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I would like to replace strings like 'HDMWhoSomeThing' to 'HDM Who Some Thing' with regex.

So I would like to extract words which starts with an upper-case letter or consist of upper-case letters only. Notice that in the string 'HDMWho' the last upper-case letter is in the fact the first letter of the word Who - and should not be included in the word HDM.

What is the correct regex to achieve this goal? I have tried many regex' similar to [A-Z][a-z]+ but without success. The [A-Z][a-z]+ gives me 'Who Some Thing' - without 'HDM' of course.

Any ideas? Thanks, Rukki

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up vote 2 down vote accepted
#! /usr/bin/env python

import re
from collections import deque

pattern = r'([A-Z]{2,}(?=[A-Z]|$)|[A-Z](?=[a-z]|$))'
chunks = deque(re.split(pattern, 'HDMWhoSomeMONKEYThingXYZ'))

result = []
while len(chunks):
  buf = chunks.popleft()
  if len(buf) == 0:
  if re.match(r'^[A-Z]$', buf) and len(chunks):
    buf += chunks.popleft()

print ' '.join(result)



Judging by lines of code, this task is a much more natural fit with re.findall:

pattern = r'([A-Z]{2,}(?=[A-Z]|$)|[A-Z][a-z]*)'
print ' '.join(re.findall(pattern, 'HDMWhoSomeMONKEYThingX'))


HDM Who Some MONKEY Thing X
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I think this one runs into the problem with all-caps words in the middle of the string as well. The re.split called on the string 'HDMWhoSomeMONKEYThing' will give you [HDM, Who, SomeMONKEY, Thing] – Johrn Feb 16 '10 at 15:42
@Johrn Thanks and edited! – Greg Bacon Feb 16 '10 at 16:07

Try to split with this regular expression:


And if your regular expression engine does not support splitting empty matches, try this regular expression to put spaces between the words:


Replace it with " $1" (space plus match of the first group). Then you can split at the space.

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I am using Python. Unfortunately pattern (?=[A-Z][a-z]) matches nothing and pattern ([A-Z])(?![A-Z]) gives "W S T " :( – Rukki Odds Feb 16 '10 at 14:34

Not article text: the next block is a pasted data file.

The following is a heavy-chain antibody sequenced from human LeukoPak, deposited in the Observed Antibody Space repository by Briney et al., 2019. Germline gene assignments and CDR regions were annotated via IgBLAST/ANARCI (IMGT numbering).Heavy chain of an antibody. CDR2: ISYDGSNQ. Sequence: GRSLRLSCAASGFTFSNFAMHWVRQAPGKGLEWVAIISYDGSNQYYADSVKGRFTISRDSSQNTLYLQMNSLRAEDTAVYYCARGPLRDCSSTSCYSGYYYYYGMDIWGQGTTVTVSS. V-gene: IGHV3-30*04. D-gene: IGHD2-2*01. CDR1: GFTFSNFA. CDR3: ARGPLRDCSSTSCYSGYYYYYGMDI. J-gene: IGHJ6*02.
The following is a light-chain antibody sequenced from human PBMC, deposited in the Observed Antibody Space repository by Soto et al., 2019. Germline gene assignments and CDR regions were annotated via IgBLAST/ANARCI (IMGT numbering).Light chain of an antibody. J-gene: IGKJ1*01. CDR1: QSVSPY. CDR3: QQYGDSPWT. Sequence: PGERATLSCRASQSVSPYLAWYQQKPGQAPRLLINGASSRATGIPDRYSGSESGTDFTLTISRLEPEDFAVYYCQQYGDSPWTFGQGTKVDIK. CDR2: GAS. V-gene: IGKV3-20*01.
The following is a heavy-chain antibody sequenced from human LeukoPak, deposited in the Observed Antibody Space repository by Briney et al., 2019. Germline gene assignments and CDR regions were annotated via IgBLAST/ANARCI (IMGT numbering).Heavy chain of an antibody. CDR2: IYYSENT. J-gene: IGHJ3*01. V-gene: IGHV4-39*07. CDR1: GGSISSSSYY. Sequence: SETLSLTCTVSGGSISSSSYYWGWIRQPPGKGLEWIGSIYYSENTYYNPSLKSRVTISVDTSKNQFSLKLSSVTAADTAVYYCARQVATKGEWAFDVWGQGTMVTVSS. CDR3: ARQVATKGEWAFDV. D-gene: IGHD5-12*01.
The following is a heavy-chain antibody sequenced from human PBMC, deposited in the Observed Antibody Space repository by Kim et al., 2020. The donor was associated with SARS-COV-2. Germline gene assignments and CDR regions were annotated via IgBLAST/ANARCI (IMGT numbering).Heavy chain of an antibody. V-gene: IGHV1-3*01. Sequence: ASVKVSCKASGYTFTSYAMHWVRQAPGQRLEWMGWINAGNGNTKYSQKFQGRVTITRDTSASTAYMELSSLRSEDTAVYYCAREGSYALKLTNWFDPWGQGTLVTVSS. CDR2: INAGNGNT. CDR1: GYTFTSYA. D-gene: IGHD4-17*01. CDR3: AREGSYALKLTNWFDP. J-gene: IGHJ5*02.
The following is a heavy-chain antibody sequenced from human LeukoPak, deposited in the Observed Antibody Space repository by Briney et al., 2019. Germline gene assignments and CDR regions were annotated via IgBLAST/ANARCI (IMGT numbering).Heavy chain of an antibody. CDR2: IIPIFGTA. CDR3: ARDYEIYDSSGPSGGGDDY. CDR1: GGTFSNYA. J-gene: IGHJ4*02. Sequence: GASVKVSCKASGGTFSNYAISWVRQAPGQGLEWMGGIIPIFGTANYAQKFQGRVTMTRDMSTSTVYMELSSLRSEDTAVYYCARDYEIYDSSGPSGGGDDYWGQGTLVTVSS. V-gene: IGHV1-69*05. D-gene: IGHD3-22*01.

@Rukki Odds: I wrote you have to replace the matches of ([A-Z])(?![A-Z]) with a space followed by the match of the first group to separate the words. And then you can use \s+ to split the words. – Gumbo Feb 16 '10 at 14:39
([A-Z])(?![A-Z]) won't help if there is an all-caps word in the middle of the string: eg on 'HDMWhoSomeMONKEYThing' will only match W,S and T in 'Who', 'Some' and 'Thing' – Johrn Feb 16 '10 at 15:21

one liner :

' '.join(a or b for a,b in re.findall('([A-Z][a-z]+)|(?:([A-Z]*)(?=[A-Z]))',s))

using regexp


share|improve this answer
This won't match a one-character uppercase word at the end of the string. Doesn't matter for the OP's application of inserting spaces between them, but might be a problem if something else needs to be done with all the words. – Johrn Feb 16 '10 at 15:08

So 'words' in this case are:

  1. Any number of uppercase letters - unless the last uppercase letter is followed by a lowercase letter.
  2. One uppercase letter followed by any number of lowercase letters.

so try:


The first alternation includes a negative lookahead (?![a-z]), which handles the boundary between an all-caps word and an initial caps word.

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May be '[A-Z]*?[A-Z][a-z]+'?

Edit: This seems to work: [A-Z]{2,}(?![a-z])|[A-Z][a-z]+

import re

def find_stuff(str):
  p = re.compile(r'[A-Z]{2,}(?![a-z])|[A-Z][a-z]+')
  m = p.findall(str)
  result = ''
  for x in m:
    result += x + ' '
  print result


Prints out:

HDM Who Some Thing

Some HDM Who Thing

share|improve this answer
Almost correct - but it gives "HDMWho Some Thing " instead od "HDM Who Some Thing" – Rukki Odds Feb 16 '10 at 14:35
Sorry I couldn't try it. Whats your actual code? – Maxwell Troy Milton King Feb 16 '10 at 14:49
my exact code: str = 'HDMWhoSomeThing'\n p = re.compile('[A-Z]*?[A-Z][a-z]+')\n m = p.findall('HDMWhoSomeThing')\n result = ''\n for x in m:\n result += x + ' '\n print result\n I have changed end of the lines with \n – Rukki Odds Feb 16 '10 at 14:52
Misses a one-character uppercase word anywhere in the string: 'HDMWhoSomeAThingA' won't match either 'A' (change the {2,} to a + and it will grab the one-character words) – Johrn Feb 16 '10 at 15:53

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